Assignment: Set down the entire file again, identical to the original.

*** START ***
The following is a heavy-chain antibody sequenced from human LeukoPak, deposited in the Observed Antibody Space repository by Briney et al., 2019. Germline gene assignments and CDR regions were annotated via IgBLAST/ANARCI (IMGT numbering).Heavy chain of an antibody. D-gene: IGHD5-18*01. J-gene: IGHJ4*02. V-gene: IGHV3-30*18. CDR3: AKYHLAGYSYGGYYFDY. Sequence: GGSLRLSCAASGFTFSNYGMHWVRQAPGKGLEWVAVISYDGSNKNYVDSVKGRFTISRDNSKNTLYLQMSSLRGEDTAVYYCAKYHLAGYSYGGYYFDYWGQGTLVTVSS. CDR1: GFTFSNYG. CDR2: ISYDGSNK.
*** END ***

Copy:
The following is a heavy-chain antibody sequenced from human LeukoPak, deposited in the Observed Antibody Space repository by Briney et al., 2019. Germline gene assignments and CDR regions were annotated via IgBLAST/ANARCI (IMGT numbering).Heavy chain of an antibody. D-gene: IGHD5-18*01. J-gene: IGHJ4*02. V-gene: IGHV3-30*18. CDR3: AKYHLAGYSYGGYYFDY. Sequence: GGSLRLSCAASGFTFSNYGMHWVRQAPGKGLEWVAVISYDGSNKNYVDSVKGRFTISRDNSKNTLYLQMSSLRGEDTAVYYCAKYHLAGYSYGGYYFDYWGQGTLVTVSS. CDR1: GFTFSNYG. CDR2: ISYDGSNK.